- J.-S. Jang and B. Javidi, "Improved viewing resolution of three- dimensional integral imaging by use of nonstationary micro-optics," Opt. Lett. 27, 324-326 (2002). [CrossRef]
- B. Lee, S. Y. Jung, S.-W. Min, and J.-H. Park, "Three-dimensional display by use of integral photography with dynamically variable image planes," Opt. Lett. 26, 1481-1482 (2001). [CrossRef]
- M. Martínez-Corral, B. Javidi, R. Martínez-Cuenca, and G. Saavedra, "Multifacet structure of observed reconstructed integral images," J. Opt. Soc. Am. A 22, 597-603 (2005). [CrossRef]
- D. -H. Shin, B. Lee, and E. -S. Kim, "Multidirectional curved integral imaging with large depth by additional use of a large-aperture lens," Appl. Opt. 45, 7375-7381 (2006). [CrossRef] [PubMed]
- S. -H. Hong, J. -S. Jang, and B. Javidi, "Three-dimensional volumetric object reconstruction using computational integral imaging," Opt. Express 12, 483-491 (2004), http://www.opticsinfobase.org/abstract.cfm?URI=oe-12-3-483. [CrossRef] [PubMed]
- D.-H. Shin, E.-S. Kim and B. Lee, "Computational reconstruction technique of three-dimensional object in integral imaging using a lenslet array," Jpn. J. Appl. Phys. 44, 8016-8018 (2005). [CrossRef]
- S. -H. Hong and B. Javidi, "Improved resolution 3D object reconstruction using computational integral imaging with time multiplexing," Opt. Express 12, 4579-4588 (2004), http://www.opticsinfobase.org/abstract.cfm?URI=oe-12-19-4579. [CrossRef] [PubMed]
- H. Yoo and D. -H. Shin, "Improved analysis on the signal property of computational integral imaging system," Opt. Express 15, 14107-14114 (2007), http://www.opticsinfobase.org/abstract.cfm?URI=oe-15-21-14107. [CrossRef] [PubMed]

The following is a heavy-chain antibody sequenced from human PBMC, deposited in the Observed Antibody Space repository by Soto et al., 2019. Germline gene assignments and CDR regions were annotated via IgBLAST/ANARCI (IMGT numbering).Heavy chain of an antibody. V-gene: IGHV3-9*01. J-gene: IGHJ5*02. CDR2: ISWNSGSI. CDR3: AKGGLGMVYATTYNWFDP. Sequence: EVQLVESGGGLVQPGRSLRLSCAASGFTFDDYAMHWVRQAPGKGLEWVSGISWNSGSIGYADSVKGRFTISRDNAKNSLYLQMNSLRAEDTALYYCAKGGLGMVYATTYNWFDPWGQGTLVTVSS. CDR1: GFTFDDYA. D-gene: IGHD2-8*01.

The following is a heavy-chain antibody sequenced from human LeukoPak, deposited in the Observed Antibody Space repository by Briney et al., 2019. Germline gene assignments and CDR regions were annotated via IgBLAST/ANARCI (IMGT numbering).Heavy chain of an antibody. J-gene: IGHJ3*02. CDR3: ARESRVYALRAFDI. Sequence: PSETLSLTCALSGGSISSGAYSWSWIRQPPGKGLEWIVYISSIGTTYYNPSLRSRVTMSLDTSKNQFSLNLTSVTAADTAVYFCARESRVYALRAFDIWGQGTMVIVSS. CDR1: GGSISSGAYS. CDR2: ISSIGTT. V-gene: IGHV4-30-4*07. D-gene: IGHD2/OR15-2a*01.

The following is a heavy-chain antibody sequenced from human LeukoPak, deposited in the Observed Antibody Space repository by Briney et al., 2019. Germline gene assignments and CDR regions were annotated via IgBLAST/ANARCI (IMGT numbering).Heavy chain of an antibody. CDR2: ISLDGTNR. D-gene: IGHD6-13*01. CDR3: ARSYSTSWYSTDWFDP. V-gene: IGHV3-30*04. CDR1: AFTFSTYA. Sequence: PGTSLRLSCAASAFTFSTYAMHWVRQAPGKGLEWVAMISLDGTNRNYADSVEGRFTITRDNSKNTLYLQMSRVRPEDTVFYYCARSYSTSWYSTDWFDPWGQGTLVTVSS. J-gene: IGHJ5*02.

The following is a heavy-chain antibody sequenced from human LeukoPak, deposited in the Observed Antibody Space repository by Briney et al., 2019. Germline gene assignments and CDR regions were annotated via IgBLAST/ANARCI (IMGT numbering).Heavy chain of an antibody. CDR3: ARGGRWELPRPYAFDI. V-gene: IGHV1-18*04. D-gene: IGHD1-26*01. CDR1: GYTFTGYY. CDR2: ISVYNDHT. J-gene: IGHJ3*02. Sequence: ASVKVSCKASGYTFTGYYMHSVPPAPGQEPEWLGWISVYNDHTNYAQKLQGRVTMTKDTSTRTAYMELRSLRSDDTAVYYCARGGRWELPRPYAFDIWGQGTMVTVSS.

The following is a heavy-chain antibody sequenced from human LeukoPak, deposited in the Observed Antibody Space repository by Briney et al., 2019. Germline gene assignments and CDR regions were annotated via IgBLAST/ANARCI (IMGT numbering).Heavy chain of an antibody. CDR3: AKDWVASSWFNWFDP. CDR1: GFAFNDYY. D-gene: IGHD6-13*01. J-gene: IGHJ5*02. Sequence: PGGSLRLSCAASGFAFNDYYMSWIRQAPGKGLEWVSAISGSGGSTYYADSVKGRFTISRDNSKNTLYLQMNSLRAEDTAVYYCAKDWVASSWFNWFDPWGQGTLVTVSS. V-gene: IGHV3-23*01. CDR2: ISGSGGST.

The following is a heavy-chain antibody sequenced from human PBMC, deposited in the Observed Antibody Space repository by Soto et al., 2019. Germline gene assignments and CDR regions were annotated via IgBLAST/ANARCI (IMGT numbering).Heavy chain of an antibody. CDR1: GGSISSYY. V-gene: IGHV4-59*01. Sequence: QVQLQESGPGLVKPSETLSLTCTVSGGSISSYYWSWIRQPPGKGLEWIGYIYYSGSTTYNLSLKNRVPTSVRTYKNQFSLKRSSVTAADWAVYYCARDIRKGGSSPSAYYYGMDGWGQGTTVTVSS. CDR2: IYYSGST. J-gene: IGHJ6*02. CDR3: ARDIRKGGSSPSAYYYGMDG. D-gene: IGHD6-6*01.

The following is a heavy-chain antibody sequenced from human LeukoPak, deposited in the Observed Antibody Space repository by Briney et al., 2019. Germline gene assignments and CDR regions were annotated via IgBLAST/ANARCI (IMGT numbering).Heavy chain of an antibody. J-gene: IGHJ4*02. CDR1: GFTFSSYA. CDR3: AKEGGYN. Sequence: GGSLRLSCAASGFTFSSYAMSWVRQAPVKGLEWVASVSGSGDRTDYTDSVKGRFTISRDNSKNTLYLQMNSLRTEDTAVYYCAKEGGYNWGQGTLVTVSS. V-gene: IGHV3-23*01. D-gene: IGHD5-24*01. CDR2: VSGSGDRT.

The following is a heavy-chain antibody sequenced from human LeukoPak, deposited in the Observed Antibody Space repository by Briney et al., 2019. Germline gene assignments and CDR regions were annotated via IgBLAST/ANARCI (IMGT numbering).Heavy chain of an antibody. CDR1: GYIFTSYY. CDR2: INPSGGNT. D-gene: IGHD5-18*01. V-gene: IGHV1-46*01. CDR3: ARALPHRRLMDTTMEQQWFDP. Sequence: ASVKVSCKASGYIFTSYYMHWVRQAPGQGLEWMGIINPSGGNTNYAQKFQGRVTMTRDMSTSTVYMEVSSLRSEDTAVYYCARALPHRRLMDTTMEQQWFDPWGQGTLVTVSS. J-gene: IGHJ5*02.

- D. -H. Shin and H. Yoo, "Image quality enhancement in 3D computational integral imaging by use of interpolation methods," Opt. Express 15, 12039-12049 (2007), http://www.opticsinfobase.org/abstract.cfm?URI=oe-15-19-12039. [CrossRef] [PubMed]
- B. Javidi, R. Ponce-Díaz, and S. -H. Hong, "Three-dimensional recognition of occluded objects by using computational integral imaging," Opt. Lett. 31, 1106-1108 (2006) [CrossRef] [PubMed]
- J.-S. Park, D.-C. Hwang, D.-H. Shin and E.-S. Kim, "Resolution-enhanced three-dimensional image correlator using computationally reconstructed integral images," Opt. Commun. 26, 72-79 (2007). [CrossRef]
- Y. Frauel and B. Javidi, "Digital Three-Dimensional Image Correlation by Use of Computer-Reconstructed Integral Imaging," Appl. Opt. 41, 5488-5496 (2002). [CrossRef] [PubMed]
- J.-H. Park, J. Kim, and B. Lee, "Three-dimensional optical correlator using a sub-image array," Opt. Express 13, 5116-5126 (2005), http://www.opticsinfobase.org/abstract.cfm?URI=oe-13-13-5116. [CrossRef] [PubMed]